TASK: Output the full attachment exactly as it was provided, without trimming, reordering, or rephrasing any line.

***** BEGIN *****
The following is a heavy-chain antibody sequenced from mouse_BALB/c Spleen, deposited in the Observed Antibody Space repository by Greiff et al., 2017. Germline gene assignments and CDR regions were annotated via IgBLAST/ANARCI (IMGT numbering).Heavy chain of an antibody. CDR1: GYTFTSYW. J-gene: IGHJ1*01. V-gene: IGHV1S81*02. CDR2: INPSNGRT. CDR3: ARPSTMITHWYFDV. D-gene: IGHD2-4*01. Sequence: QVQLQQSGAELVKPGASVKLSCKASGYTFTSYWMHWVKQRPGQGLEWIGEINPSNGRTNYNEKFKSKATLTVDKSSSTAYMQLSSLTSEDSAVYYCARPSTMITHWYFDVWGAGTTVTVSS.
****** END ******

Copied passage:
The following is a heavy-chain antibody sequenced from mouse_BALB/c Spleen, deposited in the Observed Antibody Space repository by Greiff et al., 2017. Germline gene assignments and CDR regions were annotated via IgBLAST/ANARCI (IMGT numbering).Heavy chain of an antibody. CDR1: GYTFTSYW. J-gene: IGHJ1*01. V-gene: IGHV1S81*02. CDR2: INPSNGRT. CDR3: ARPSTMITHWYFDV. D-gene: IGHD2-4*01. Sequence: QVQLQQSGAELVKPGASVKLSCKASGYTFTSYWMHWVKQRPGQGLEWIGEINPSNGRTNYNEKFKSKATLTVDKSSSTAYMQLSSLTSEDSAVYYCARPSTMITHWYFDVWGAGTTVTVSS.